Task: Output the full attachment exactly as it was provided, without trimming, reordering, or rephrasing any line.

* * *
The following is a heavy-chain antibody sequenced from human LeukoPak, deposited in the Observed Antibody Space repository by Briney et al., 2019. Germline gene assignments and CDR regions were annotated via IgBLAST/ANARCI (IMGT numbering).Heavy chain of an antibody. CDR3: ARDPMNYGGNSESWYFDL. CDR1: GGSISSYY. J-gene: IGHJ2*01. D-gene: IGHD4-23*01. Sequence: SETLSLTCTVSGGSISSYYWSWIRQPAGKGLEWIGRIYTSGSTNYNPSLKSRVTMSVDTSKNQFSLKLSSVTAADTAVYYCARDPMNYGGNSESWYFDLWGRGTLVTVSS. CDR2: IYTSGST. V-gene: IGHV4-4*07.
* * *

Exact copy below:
The following is a heavy-chain antibody sequenced from human LeukoPak, deposited in the Observed Antibody Space repository by Briney et al., 2019. Germline gene assignments and CDR regions were annotated via IgBLAST/ANARCI (IMGT numbering).Heavy chain of an antibody. CDR3: ARDPMNYGGNSESWYFDL. CDR1: GGSISSYY. J-gene: IGHJ2*01. D-gene: IGHD4-23*01. Sequence: SETLSLTCTVSGGSISSYYWSWIRQPAGKGLEWIGRIYTSGSTNYNPSLKSRVTMSVDTSKNQFSLKLSSVTAADTAVYYCARDPMNYGGNSESWYFDLWGRGTLVTVSS. CDR2: IYTSGST. V-gene: IGHV4-4*07.